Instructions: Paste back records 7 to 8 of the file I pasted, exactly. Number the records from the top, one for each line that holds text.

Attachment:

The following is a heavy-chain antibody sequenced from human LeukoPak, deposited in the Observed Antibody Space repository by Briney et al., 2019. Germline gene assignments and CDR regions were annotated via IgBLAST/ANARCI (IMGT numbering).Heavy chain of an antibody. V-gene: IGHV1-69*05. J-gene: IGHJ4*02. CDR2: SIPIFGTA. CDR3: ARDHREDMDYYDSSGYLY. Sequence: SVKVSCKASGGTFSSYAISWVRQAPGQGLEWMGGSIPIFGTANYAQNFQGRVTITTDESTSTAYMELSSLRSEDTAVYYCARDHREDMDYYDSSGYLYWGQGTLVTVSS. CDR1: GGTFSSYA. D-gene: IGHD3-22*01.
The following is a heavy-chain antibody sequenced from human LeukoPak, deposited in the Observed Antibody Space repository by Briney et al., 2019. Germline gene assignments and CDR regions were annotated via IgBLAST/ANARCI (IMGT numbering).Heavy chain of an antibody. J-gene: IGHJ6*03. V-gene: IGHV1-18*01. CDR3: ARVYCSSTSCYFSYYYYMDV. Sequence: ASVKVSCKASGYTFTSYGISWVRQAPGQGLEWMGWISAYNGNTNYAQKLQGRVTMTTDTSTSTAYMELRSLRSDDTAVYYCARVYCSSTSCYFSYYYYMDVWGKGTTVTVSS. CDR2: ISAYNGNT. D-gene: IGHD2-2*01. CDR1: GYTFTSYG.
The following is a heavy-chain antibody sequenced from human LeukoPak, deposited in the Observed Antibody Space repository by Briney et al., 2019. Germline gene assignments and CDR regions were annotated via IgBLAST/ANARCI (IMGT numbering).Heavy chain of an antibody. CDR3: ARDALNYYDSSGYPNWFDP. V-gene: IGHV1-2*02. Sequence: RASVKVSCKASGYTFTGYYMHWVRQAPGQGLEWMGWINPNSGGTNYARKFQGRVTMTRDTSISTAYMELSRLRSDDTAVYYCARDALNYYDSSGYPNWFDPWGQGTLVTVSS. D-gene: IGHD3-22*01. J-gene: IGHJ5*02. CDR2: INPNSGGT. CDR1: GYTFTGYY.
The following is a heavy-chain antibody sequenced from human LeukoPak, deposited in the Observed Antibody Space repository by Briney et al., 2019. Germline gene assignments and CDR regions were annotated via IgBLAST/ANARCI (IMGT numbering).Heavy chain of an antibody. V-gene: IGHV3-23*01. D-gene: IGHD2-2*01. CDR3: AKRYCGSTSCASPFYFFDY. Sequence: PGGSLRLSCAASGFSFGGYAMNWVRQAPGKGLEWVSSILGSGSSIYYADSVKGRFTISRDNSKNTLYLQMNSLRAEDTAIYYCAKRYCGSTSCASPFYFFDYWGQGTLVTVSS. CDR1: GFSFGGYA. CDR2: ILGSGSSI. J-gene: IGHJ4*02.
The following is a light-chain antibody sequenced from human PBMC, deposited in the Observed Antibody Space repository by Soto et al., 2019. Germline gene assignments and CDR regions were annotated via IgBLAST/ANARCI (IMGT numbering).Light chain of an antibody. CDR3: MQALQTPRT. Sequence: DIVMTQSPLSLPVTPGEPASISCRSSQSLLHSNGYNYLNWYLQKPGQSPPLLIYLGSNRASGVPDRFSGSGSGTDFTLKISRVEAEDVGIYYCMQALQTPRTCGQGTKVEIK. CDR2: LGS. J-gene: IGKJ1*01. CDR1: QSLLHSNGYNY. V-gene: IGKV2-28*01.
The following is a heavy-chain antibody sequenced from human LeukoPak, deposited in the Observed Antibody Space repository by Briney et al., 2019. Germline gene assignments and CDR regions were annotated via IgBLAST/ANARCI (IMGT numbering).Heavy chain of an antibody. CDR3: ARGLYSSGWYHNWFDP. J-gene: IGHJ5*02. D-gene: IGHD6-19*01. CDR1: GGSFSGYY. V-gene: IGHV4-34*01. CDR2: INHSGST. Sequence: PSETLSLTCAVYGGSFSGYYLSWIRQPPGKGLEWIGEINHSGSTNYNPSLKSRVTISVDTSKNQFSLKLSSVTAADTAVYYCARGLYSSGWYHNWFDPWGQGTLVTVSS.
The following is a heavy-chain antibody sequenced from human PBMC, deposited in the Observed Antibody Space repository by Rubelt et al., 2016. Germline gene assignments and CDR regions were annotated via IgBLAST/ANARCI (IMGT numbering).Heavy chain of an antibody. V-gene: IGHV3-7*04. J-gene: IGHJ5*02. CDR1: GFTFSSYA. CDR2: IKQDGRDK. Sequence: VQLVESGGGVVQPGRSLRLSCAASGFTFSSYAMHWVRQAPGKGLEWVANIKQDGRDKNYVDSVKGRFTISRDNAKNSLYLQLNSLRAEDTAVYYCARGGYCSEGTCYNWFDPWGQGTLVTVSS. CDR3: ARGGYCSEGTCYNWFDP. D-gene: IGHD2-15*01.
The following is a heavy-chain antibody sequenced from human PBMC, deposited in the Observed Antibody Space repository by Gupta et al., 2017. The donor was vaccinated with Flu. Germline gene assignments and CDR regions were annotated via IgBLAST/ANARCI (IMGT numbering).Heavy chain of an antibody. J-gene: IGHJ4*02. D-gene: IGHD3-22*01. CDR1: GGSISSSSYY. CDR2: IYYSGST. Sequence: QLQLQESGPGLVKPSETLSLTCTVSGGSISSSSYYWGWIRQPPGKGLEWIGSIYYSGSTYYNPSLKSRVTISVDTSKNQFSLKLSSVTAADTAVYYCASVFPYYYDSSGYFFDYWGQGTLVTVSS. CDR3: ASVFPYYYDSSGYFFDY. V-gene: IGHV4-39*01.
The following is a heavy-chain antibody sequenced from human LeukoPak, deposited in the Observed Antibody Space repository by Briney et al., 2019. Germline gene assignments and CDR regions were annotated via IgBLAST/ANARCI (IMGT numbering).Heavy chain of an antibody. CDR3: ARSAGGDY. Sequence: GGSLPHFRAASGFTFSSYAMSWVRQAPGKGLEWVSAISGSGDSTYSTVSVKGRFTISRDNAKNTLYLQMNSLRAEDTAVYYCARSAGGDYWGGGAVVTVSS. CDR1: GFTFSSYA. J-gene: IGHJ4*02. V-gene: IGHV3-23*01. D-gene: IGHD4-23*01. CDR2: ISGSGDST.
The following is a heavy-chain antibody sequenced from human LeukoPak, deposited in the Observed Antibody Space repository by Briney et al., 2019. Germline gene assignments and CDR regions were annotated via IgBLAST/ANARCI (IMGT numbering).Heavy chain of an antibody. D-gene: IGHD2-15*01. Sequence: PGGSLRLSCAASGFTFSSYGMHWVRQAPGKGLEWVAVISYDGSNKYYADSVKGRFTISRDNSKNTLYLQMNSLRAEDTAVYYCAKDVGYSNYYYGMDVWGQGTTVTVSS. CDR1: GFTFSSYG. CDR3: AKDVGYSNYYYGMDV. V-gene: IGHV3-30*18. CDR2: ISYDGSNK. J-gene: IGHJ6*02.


The following is a heavy-chain antibody sequenced from human PBMC, deposited in the Observed Antibody Space repository by Rubelt et al., 2016. Germline gene assignments and CDR regions were annotated via IgBLAST/ANARCI (IMGT numbering).Heavy chain of an antibody. V-gene: IGHV3-7*04. J-gene: IGHJ5*02. CDR1: GFTFSSYA. CDR2: IKQDGRDK. Sequence: VQLVESGGGVVQPGRSLRLSCAASGFTFSSYAMHWVRQAPGKGLEWVANIKQDGRDKNYVDSVKGRFTISRDNAKNSLYLQLNSLRAEDTAVYYCARGGYCSEGTCYNWFDPWGQGTLVTVSS. CDR3: ARGGYCSEGTCYNWFDP. D-gene: IGHD2-15*01.
The following is a heavy-chain antibody sequenced from human PBMC, deposited in the Observed Antibody Space repository by Gupta et al., 2017. The donor was vaccinated with Flu. Germline gene assignments and CDR regions were annotated via IgBLAST/ANARCI (IMGT numbering).Heavy chain of an antibody. J-gene: IGHJ4*02. D-gene: IGHD3-22*01. CDR1: GGSISSSSYY. CDR2: IYYSGST. Sequence: QLQLQESGPGLVKPSETLSLTCTVSGGSISSSSYYWGWIRQPPGKGLEWIGSIYYSGSTYYNPSLKSRVTISVDTSKNQFSLKLSSVTAADTAVYYCASVFPYYYDSSGYFFDYWGQGTLVTVSS. CDR3: ASVFPYYYDSSGYFFDY. V-gene: IGHV4-39*01.